The Origin of Scandinavian Elves

We see them in our favorite novels and movies. While some imagine them slim, wise, and tall, others see them short, mean, and almost goblin looking. It doesn’t matter the source. The word elf means something to most of us.

The Many Mythologies

Before the Church grew throughout Europe, elves were already in popular beliefs. Furthermore, the elves were in not only Norse mythology, but also Germanic with similar attributes. Additionally, It even found its way into Celtic mythology as well.

The etymology of the word itself in German used to translate to “white being” in its old form. Alternatively, the context in which elves grew, depends mostly on what Christian people wrote regarding the elves.

The details of what people used to believe when it came to elves are quite hard to find due to the changing of religion that occurred at the time.

Celtic
Celtic

Trying to reconstruct its origin is a task in itself because of religion spreading. In Old and Middle English, the Medieval texts often associated elves with god-like beings. They were capable of bringing health and disease, magic and beauty, as well as famine.

Once the Middle Ages passed, the word elf lost its meaning, and we can see lesser use of the word in texts from Germany papers. However, we can easily find the belief in elves persisting in Scandinavian countries in early modern times.

Medieval Castle
Medieval Castle

Even Scotland seemed to believe in beautiful beings. The Celtic beliefs coming from English Isles, such as Scotland, depict elves as wanting to abduct humans. Findings of such precise attributes are related directly to early modern ballads from the British Isles.

The Elf Shot

In Anglo-Saxon England, back in the Medieval period, people associated elves with medicine. The mention of elves relates to old medical texts where there are mentions of them afflicting humans and livestock with intestinal diseases and mental disorders.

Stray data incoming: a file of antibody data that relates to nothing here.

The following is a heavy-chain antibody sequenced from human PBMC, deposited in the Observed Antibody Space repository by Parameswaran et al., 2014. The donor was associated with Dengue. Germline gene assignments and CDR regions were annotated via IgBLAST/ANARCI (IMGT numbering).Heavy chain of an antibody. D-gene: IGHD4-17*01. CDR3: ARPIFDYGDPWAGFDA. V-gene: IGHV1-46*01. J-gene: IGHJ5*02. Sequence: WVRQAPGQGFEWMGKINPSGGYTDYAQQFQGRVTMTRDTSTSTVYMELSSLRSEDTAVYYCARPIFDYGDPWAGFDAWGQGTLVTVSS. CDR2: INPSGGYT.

One of the most popular medical texts is, Metrical Charm Wið Faerstice, which translates to “Against A Stabbing Pain.” Directly from the tenth-century compilation of Lacnunga. The appearances of elves remained even past the Middle English medical texts.

Ängsälvor Nils Blommér 1850
Ängsälvor Nils Blommér 1850

Mostly part of Scotland’s belief, elves kept the population believes in their powerful means. When the witch trials occurred, some people shared believing elves gave them healing powers. Sometimes, elves could be kind just like they could be mean.

Old Norse beliefs also had their description of elves. The creature even made its way to Ireland as well in Serglige Con Culainn. Soon after, in the early Renaissance, elves crossed to the practice of alchemy.

The Elf Play

In the Norse folklore, elves were mostly females. Additionally, they lived hidden in the mountains protected by mounds of stones. The Swedish word to describe them as beautiful females who lived in forests with their Elven King was, älvor.

The conventional view of elves would be dancing around meadows, at dawn or dusk. One could know of their presence due to a circle left by them dancing. A word to categorize that elvish behavior was, älvdanser. If one would be caught urinating in one of those circles, they would, without a doubt, get a venereal disease.